Event Abstract

Preparatory tuning in premotor cortex relates most closely to the population movement-epoch response

  • 1 Stanford University, United States

A common practice in systems neuroscience is to examine neural activity that precedes movement, in the hopes of better understanding the mechanisms that determined that movement. This approach has led to an understanding of the basic mechanisms that trigger saccades, and the more cognitive mechanisms underlying decisions regarding where to saccade. It is generally agreed that preparatory activity encodes the upcoming saccade vector, and that a saccade is triggered when the strength of preparatory activity crosses a threshold. Models of the reach system often assume a similar pattern: rising preparatory activity leading to a similarly tuned burst of movement-related activity. Alternately, we have proposed that preparatory activity does not rise in strength, but rather needs to be brought to a particular state before movement onset. While different, both frameworks suppose that preparatory activity and movement activity are causally linked and thus closely related. Despite this presumed link, most studies of neural tuning account for preparatory and movement-related responses using different, albeit related, parameters (e.g., target location versus reach velocity). Thus, the following open questions remain. First, what is preparatory activity tuned for? Second, how do activity patterns during the two epochs - preparatory and movement - relate to one another? We analyzed four datasets from three monkeys performing delayed-reach tasks. 550 single neurons were recorded from motor and premotor cortex, using single-electrode and array recording techniques. We found that a neuron’s tuning during the preparatory epoch typically showed little straightforward relationship to its tuning during the movement epoch (mean tuning correlation = 0.21, 0.19, 0.06, and 0.10 across the datasets). Despite this, the preparatory activity of individual neurons could be predicted rather well by the population-level pattern of movement activity. To assess this, we assumed that each neuron’s preparatory activity was determined by a preferred direction in the space of movement-epoch firing-rate patterns. That space was constructed by applying principal component analysis to a matrix where each row contained the movement-epoch responses of all neurons. Preferred directions in this abstract space accounted for preparatory tuning better than did preferred directions in any of the more traditional spaces we tested, including spaces based on target location, hand velocity, and EMG activity. Furthermore, preferred directions were more stable (when assessed across different subsets of conditions) in this abstract space than in any of the other candidate spaces. We conclude that the reach system is very different from the saccadic system. In particular, the motor burst is not a simple burst, but a pattern of activity that bears no superficial relationship to the preceding pattern of preparatory activity. Nevertheless, activity during the two epochs is lawfully related once one takes the entire population into account. This supports the idea that there is a close causal relationship between preparatory and movement activity, despite the lack of congruent tuning at the single-neuron level. It further suggests that preparatory activity exists not to represent external parameters, but to provide an initial state that determines the subsequent pattern of movement activity. Support: BWF, HHW, Stanford/NSF graduate fellowships, NIH-CRCNS-R01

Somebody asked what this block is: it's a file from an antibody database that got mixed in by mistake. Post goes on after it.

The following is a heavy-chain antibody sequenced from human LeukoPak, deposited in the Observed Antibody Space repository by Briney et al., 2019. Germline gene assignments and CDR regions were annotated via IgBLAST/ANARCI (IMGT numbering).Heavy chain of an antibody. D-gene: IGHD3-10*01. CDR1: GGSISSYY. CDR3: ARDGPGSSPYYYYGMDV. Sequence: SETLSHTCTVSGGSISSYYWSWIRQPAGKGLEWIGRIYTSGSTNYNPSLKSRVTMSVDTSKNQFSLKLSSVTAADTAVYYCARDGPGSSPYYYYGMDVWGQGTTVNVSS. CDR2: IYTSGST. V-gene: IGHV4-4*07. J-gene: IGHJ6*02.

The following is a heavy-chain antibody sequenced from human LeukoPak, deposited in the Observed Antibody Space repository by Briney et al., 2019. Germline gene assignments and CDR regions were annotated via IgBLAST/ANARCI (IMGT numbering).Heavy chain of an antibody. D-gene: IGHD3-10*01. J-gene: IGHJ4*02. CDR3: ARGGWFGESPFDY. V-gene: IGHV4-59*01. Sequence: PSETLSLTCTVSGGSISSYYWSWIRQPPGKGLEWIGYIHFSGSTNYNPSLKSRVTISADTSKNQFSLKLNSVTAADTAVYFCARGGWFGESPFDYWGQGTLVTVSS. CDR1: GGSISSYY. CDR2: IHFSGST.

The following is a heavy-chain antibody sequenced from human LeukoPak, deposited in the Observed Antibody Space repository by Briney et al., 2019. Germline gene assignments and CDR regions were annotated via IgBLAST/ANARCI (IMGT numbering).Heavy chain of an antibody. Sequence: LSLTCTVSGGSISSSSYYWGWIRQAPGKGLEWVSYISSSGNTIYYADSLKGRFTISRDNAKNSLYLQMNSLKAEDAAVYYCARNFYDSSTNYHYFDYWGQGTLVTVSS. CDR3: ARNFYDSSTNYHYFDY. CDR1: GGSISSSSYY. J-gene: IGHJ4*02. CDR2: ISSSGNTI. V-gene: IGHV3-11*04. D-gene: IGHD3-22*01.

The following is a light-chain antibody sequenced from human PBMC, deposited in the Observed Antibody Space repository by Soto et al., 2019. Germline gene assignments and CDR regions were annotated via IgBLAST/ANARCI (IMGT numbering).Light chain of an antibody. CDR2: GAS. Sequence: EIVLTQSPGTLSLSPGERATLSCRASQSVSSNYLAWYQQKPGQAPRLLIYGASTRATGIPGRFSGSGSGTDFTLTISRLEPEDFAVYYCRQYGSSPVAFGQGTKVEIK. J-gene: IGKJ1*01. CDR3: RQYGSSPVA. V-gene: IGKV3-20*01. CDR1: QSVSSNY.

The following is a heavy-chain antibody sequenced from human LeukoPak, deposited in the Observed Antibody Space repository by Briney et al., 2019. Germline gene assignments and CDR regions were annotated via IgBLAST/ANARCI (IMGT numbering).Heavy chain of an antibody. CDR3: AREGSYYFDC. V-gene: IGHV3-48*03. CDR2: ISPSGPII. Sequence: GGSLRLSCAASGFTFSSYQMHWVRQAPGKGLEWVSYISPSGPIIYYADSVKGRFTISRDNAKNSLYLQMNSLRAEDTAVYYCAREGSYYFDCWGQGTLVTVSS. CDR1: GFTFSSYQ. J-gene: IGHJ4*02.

Conference: Computational and Systems Neuroscience 2010, Salt Lake City, UT, United States, 25 Feb - 2 Mar, 2010.

Presentation Type: Poster and Short Oral Presentation

Topic: Poster session II

Citation: Churchland MM, Kaufman M, Cunningham JP and Shenoy K (2010). Preparatory tuning in premotor cortex relates most closely to the population movement-epoch response. Front. Neurosci. Conference Abstract: Computational and Systems Neuroscience 2010. doi: 10.3389/conf.fnins.2010.03.00253

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Received: 05 Mar 2010; Published Online: 05 Mar 2010.

* Correspondence: Mark M Churchland, Stanford University, Stanford, United States, nemoABS01@frontiersin.org

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